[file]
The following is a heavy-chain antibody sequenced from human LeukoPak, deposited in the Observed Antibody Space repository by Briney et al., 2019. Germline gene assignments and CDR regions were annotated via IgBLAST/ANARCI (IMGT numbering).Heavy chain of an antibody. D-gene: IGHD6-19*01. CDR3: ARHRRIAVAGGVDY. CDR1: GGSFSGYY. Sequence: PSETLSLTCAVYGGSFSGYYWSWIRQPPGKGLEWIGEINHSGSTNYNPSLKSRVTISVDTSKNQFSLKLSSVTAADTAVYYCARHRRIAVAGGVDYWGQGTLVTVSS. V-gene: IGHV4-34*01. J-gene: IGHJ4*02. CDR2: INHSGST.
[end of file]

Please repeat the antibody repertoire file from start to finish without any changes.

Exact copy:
The following is a heavy-chain antibody sequenced from human LeukoPak, deposited in the Observed Antibody Space repository by Briney et al., 2019. Germline gene assignments and CDR regions were annotated via IgBLAST/ANARCI (IMGT numbering).Heavy chain of an antibody. D-gene: IGHD6-19*01. CDR3: ARHRRIAVAGGVDY. CDR1: GGSFSGYY. Sequence: PSETLSLTCAVYGGSFSGYYWSWIRQPPGKGLEWIGEINHSGSTNYNPSLKSRVTISVDTSKNQFSLKLSSVTAADTAVYYCARHRRIAVAGGVDYWGQGTLVTVSS. V-gene: IGHV4-34*01. J-gene: IGHJ4*02. CDR2: INHSGST.